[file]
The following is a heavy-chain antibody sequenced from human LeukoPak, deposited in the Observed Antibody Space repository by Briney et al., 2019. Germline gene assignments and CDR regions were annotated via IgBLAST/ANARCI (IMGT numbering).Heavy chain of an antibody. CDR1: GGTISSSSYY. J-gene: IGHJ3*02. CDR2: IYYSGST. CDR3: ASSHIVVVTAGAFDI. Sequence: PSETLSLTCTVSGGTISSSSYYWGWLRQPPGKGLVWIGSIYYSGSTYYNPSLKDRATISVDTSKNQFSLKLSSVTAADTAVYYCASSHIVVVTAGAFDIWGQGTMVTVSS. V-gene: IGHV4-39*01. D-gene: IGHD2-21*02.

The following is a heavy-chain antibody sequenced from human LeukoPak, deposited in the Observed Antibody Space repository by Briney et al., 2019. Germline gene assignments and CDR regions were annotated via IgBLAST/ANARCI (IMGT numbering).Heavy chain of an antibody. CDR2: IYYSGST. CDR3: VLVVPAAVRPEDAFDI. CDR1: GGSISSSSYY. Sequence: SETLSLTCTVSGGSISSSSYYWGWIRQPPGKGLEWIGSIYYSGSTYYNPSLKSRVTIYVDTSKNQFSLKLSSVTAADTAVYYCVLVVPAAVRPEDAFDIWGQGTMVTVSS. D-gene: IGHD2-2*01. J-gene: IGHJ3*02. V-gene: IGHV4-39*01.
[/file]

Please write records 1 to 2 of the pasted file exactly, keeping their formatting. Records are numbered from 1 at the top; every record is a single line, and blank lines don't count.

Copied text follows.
The following is a heavy-chain antibody sequenced from human LeukoPak, deposited in the Observed Antibody Space repository by Briney et al., 2019. Germline gene assignments and CDR regions were annotated via IgBLAST/ANARCI (IMGT numbering).Heavy chain of an antibody. CDR1: GGTISSSSYY. J-gene: IGHJ3*02. CDR2: IYYSGST. CDR3: ASSHIVVVTAGAFDI. Sequence: PSETLSLTCTVSGGTISSSSYYWGWLRQPPGKGLVWIGSIYYSGSTYYNPSLKDRATISVDTSKNQFSLKLSSVTAADTAVYYCASSHIVVVTAGAFDIWGQGTMVTVSS. V-gene: IGHV4-39*01. D-gene: IGHD2-21*02.

The following is a heavy-chain antibody sequenced from human LeukoPak, deposited in the Observed Antibody Space repository by Briney et al., 2019. Germline gene assignments and CDR regions were annotated via IgBLAST/ANARCI (IMGT numbering).Heavy chain of an antibody. CDR2: IYYSGST. CDR3: VLVVPAAVRPEDAFDI. CDR1: GGSISSSSYY. Sequence: SETLSLTCTVSGGSISSSSYYWGWIRQPPGKGLEWIGSIYYSGSTYYNPSLKSRVTIYVDTSKNQFSLKLSSVTAADTAVYYCVLVVPAAVRPEDAFDIWGQGTMVTVSS. D-gene: IGHD2-2*01. J-gene: IGHJ3*02. V-gene: IGHV4-39*01.